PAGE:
requirements to stay. Meanwhile, abortion became a concern for
evangelicals, and euthanasia loomed on the horizon. I was a
member of the Christian Medical Society (now the Christian
Medical and Dental Society) and looked to them for answers. In
the early 1970s, they had published a book on abortion and an
official statement on abortion.
The book had a variety
of views on abortion and the statement essentially said that we
“lament” that there are so many abortions, but every Christian
must decide for himself or herself (my summary in my words). I
began to read every book on medical ethics that I could find.
There was not much! More work had been done by Roman Catholics,
but I had sufficient theological understanding to know that
their epistemology was not as authoritative as Scripture.
So, I wondered. “Can I
learn a Biblical approach to ethic that can become a biblical
medical ethics?” Rightly or wrongly, I made a fleece. I would write
ten letters to the editors of medical publications and see what
happens. All ten were published! I never had that success
So, I began to study
Christian and Biblical ethics. To my surprise, there was not a
good summary book on an approach to Biblical ethics, much less
Biblical medical ethics. There
still is not, to my knowledge.) So, I began to read:
Systematic Theology, by Louis Berkof; many books by Gordon
Clark; Christian Personal Ethics, by Carl F. H. Henry;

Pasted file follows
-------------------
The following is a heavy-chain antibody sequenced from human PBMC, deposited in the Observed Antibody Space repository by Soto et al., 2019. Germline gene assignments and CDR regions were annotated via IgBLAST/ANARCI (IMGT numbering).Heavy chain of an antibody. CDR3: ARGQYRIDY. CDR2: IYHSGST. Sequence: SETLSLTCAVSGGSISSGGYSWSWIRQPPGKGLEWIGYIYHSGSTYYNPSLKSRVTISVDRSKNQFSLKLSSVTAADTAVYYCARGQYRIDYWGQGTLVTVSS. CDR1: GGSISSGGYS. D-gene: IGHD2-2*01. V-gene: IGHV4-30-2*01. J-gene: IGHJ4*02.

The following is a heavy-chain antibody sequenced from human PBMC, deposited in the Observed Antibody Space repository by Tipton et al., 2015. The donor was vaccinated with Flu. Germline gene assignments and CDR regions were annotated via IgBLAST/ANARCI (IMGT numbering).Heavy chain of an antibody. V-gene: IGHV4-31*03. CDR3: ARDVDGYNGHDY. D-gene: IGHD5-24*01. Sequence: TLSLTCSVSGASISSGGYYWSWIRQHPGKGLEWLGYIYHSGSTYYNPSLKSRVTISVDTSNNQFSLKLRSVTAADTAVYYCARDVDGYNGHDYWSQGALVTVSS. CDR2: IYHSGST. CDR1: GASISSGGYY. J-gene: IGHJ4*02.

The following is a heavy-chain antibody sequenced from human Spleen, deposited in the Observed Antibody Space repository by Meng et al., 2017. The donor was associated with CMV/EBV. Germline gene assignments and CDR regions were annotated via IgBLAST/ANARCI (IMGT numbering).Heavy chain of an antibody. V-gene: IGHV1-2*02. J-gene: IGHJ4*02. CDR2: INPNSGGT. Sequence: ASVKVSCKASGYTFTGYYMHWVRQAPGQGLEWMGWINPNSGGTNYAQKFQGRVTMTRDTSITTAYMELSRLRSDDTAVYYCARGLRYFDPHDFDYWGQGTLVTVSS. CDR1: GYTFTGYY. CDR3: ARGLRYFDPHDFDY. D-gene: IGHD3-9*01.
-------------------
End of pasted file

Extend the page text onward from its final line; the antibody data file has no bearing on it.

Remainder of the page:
Principles of Sacred Theology by Abraham Kuyper; Ethical
Reflections by Henry Stob (the closest to a basic book); all
the books of Jay Adams, as he wrote them and were published;
and, many other books which had a chapter or two on basic
Biblical ethics or medical ethics. As far as I could surmise, at
the time I had the only complete collection of The Journal of
the Christian Medical Society and Human Life Review.
That is how thorough that I tried to be.
I had the opportunity
to meet Harold O. J. Brown. We agreed to write a book on medical
ethics together, but God separated us, and he did not have the
time except to write one chapter. But, he did ask Mott Media to
review my book, and they published it as Biblical Medical
Ethics: The Christian and the Practice of Medicine in 1985.
Meanwhile, in 1978, I
got this phone call to speak to “that physician who was
counseling according to Jay Adams.” (I had begun counseling a
few people with whom I came in contact.) That caller was Hilton